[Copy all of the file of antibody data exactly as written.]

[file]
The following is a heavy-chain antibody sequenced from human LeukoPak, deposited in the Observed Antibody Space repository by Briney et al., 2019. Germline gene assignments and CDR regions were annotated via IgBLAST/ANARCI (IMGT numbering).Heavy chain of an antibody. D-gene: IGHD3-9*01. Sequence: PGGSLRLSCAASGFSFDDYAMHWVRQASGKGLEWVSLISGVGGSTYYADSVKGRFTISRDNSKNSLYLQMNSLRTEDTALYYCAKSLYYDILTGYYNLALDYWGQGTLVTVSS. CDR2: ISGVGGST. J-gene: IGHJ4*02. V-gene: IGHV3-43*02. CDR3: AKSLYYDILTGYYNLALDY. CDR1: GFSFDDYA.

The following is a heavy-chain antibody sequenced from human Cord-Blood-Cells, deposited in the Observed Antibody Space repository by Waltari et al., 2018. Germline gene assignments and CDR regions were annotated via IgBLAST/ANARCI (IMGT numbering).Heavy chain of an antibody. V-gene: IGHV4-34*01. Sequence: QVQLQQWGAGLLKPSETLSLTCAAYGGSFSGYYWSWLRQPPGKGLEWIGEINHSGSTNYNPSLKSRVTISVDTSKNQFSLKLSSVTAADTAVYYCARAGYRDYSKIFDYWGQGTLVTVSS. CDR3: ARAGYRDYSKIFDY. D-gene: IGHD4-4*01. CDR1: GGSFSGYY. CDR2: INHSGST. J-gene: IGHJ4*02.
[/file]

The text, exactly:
The following is a heavy-chain antibody sequenced from human LeukoPak, deposited in the Observed Antibody Space repository by Briney et al., 2019. Germline gene assignments and CDR regions were annotated via IgBLAST/ANARCI (IMGT numbering).Heavy chain of an antibody. D-gene: IGHD3-9*01. Sequence: PGGSLRLSCAASGFSFDDYAMHWVRQASGKGLEWVSLISGVGGSTYYADSVKGRFTISRDNSKNSLYLQMNSLRTEDTALYYCAKSLYYDILTGYYNLALDYWGQGTLVTVSS. CDR2: ISGVGGST. J-gene: IGHJ4*02. V-gene: IGHV3-43*02. CDR3: AKSLYYDILTGYYNLALDY. CDR1: GFSFDDYA.

The following is a heavy-chain antibody sequenced from human Cord-Blood-Cells, deposited in the Observed Antibody Space repository by Waltari et al., 2018. Germline gene assignments and CDR regions were annotated via IgBLAST/ANARCI (IMGT numbering).Heavy chain of an antibody. V-gene: IGHV4-34*01. Sequence: QVQLQQWGAGLLKPSETLSLTCAAYGGSFSGYYWSWLRQPPGKGLEWIGEINHSGSTNYNPSLKSRVTISVDTSKNQFSLKLSSVTAADTAVYYCARAGYRDYSKIFDYWGQGTLVTVSS. CDR3: ARAGYRDYSKIFDY. D-gene: IGHD4-4*01. CDR1: GGSFSGYY. CDR2: INHSGST. J-gene: IGHJ4*02.